Jerry Baerg farms grain and cattle in central Alberta near Linden. He grew up on the family farm and worked with his dad, then worked off farm for a while. On his return, he bought into the farm and began farming full time.
While attending a soil health/grazing conference five years ago, he began thinking about regenerative agriculture production practices.
“Some of the ideas they talked about were new to me, but it got me thinking about different ways to do things,” says Baerg. “Since then I’ve been to more conferences and seminars, and toured some farms to see what other people on this journey are doing. The more you learn, the more there is to learn. I also look back and wonder why we did some of the what now appears to be bad practices for so long.”
Baerg has always had cattle, but five years ago he started including them more into the grain farming enterprise, realizing that cattle activity can dramatically improve the soil on annually cropped fields. “They complement each other,” he says. “We can get where we want to go in improving soils on our grain land a lot sooner by including cattle.”
While he has permanent pasture, he is also developing a rotation that includes seeding forages on more of his grain land so more fields can be exposed to cattle.
“On the grain side, I have been managing fields and livestock so that the cattle are on more of our cropped acres, partly for pasture as well as swath grazing,” he says. “Another thing that works well is dropping residue piles in the field after we harvest barley or wheat. We winter-graze on those fields and cattle utilize those piles for most of their winter feed. We might supplement with a little protein and energy, which are easy to haul out.”
The cattle have plenty of fibre in the crop residue and with supplements, it makes a balanced ration, he says. He also custom-feeds some cows to increase numbers and add more cattle impact on fields that most need it. Swath grazing and chaff residue enable him to get cattle over most of the cropped acres.
About one-third of the cropped acres have chaff residue that cattle will clean up over winter. In the spring those fields go back into crops. Manure from feeding chaff piles returns organic matter to the soil. Cycling crop residue through the cows returns nutrients to the soil a lot sooner than just spreading the straw behind the combine and letting it break down.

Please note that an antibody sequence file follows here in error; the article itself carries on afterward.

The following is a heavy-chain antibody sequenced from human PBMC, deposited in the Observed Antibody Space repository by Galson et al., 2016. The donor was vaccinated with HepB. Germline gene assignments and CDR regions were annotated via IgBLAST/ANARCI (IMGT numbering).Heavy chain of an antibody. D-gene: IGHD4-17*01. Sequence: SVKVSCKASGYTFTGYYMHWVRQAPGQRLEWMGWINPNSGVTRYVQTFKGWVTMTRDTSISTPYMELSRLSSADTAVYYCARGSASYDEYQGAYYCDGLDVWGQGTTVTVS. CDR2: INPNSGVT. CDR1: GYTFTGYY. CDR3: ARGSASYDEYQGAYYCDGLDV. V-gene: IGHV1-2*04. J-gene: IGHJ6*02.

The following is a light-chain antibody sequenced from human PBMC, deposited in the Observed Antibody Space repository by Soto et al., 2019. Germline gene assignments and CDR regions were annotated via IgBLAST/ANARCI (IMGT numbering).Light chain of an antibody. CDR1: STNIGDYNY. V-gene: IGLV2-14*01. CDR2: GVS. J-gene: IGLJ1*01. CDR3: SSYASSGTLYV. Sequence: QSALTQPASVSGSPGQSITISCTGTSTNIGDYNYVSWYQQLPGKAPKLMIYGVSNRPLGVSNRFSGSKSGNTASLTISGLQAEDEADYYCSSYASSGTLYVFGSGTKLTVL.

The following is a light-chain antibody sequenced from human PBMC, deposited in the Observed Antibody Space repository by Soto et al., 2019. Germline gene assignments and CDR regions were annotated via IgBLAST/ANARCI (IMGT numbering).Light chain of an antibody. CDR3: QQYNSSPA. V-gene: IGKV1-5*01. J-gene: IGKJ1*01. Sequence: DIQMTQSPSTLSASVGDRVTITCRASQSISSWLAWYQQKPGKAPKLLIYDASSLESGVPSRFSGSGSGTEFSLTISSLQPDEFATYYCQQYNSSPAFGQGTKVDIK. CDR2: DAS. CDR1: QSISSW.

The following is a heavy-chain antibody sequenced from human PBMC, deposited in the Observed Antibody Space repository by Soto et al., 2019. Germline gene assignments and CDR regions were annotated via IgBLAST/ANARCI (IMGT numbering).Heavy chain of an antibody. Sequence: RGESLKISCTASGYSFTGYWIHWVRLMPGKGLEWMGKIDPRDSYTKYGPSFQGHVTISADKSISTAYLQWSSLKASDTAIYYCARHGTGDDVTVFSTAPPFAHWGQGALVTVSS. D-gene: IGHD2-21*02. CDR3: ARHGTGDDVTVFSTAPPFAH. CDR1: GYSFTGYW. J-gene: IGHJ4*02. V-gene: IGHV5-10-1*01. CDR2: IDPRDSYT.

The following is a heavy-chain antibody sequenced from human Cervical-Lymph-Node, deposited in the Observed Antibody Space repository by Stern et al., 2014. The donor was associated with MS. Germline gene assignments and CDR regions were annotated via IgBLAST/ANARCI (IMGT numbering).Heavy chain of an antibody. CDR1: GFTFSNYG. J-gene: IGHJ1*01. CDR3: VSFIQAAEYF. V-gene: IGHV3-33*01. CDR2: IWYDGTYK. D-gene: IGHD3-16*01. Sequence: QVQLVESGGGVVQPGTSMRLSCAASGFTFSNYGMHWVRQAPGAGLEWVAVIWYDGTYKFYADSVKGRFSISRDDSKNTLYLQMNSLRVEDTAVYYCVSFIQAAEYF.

Last year Baerg experimented with interseeding clover into some of the grain fields.
“We did several quarters of barley and before we planted it we broadcast-seeded crimson clover with hopes that the added ground cover would compete with the weeds and the legume would also add nitrogen to the soil.” They planted crimson clover with the barley and some subterranean clover with the wheat.
Baerg says it’s been a learning experience. “We found out later that these clovers are actually a perennial in other parts of the world but when grown here they act more like an annual. Being perennials, they are slower to establish than we’d hoped — they did not take root and provide the ground cover and weed control like a true annual.”
“The subterranean clover did better than the crimson clover because it doesn’t grow as tall. The crimson clover grew to knee height. It wasn’t a bad thing, but I’m not sure I would plant it again,” he says. “It didn’t cause much problem with harvesting of the barley.”
One benefit was that all the crimson clover was added to crop residue piles, providing a higher-protein winter feed for cows. Along with the feed value, Baerg also liked that clover kept growing after harvest, which benefits the soil. One of the keys of regenerative agriculture is to keep some type of crop green and growing on the land right up until winter freeze-up.
“Having a polyculture or species blend on the land has value in improving soil health while the legumes will add nitrogen to the soil, as well,” says Baerg. “We also played with another crop combination, planting oats and peas together to generate some supplemental protein for winter. Oats and peas work well because we don’t have to roll the field after seeding. Growing a cereal and a legume together has several benefits.
Good feed combo
The oats and peas made a great combination. “One would shoot up and then the other would shoot up, and they did that all the way until harvest,” says Baerg. “They matured about the same time so we swathed and combined the crop, and they combined well together. The crop residue also made excellent feed for the cattle, and I also have a bin full of oats and peas that I’m feeding as a supplement over winter. Straight oats is not a perfect supplement because even though it provides energy, it doesn’t have enough protein, but with peas the protein level is adequate.”
Baerg hopes regenerative agriculture practices will eventually lead to reduced use of crop inputs including fertilizer, insecticides and fungicides. Last year, rather than the conventional seed treatment on the cereal crops, he used a different product which is more of a biological stimulant.
“We liked how that worked, and plan to do it again,” he says. “We don’t want any more pink seed treatment that contains insecticides.” Along with true pests, those treatments can also kill beneficial insects, and slow down the biology in the soil, which can be even more detrimental.
“We prefer to spray on foliar stimulants later, rather than use a fungicide,” he says. “Last year on some fields we also tried using less nitrogen at time of seeding, and then applied a foliar application of melted urea later.” It takes some experimentation to figure out what works best.
Baerg feels that as soil productivity improves through the use of regenerative agriculture practices, the farm will be able to rely less on traditional production methods that can have an adverse effect on soil health.